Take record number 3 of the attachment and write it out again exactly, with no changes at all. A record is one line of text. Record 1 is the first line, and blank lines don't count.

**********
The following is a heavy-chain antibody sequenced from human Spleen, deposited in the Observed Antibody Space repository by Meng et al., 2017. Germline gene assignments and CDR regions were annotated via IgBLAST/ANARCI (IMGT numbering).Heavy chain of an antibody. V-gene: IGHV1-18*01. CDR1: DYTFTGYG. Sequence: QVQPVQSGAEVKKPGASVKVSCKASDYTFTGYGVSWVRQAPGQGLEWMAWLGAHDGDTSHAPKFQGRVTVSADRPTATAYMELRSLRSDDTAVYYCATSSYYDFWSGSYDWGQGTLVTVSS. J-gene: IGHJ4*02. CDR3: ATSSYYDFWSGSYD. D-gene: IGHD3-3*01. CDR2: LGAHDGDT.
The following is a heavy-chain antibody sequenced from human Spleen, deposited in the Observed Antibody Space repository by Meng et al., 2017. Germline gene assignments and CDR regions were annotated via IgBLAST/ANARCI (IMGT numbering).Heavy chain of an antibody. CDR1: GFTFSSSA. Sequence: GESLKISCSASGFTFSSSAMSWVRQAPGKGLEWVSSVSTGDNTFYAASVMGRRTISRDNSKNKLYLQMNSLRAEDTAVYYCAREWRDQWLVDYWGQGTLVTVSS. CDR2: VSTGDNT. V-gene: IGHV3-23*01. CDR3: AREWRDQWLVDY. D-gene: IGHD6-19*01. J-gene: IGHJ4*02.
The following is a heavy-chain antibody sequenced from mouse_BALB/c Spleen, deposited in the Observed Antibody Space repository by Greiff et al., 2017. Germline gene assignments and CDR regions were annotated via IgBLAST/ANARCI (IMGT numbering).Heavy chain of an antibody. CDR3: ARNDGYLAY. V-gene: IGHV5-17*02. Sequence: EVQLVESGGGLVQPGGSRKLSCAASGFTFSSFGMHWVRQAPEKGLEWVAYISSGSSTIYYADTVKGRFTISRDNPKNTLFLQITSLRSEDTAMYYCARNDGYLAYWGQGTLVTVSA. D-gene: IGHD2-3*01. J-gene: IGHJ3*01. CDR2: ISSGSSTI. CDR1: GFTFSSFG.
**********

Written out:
The following is a heavy-chain antibody sequenced from mouse_BALB/c Spleen, deposited in the Observed Antibody Space repository by Greiff et al., 2017. Germline gene assignments and CDR regions were annotated via IgBLAST/ANARCI (IMGT numbering).Heavy chain of an antibody. CDR3: ARNDGYLAY. V-gene: IGHV5-17*02. Sequence: EVQLVESGGGLVQPGGSRKLSCAASGFTFSSFGMHWVRQAPEKGLEWVAYISSGSSTIYYADTVKGRFTISRDNPKNTLFLQITSLRSEDTAMYYCARNDGYLAYWGQGTLVTVSA. D-gene: IGHD2-3*01. J-gene: IGHJ3*01. CDR2: ISSGSSTI. CDR1: GFTFSSFG.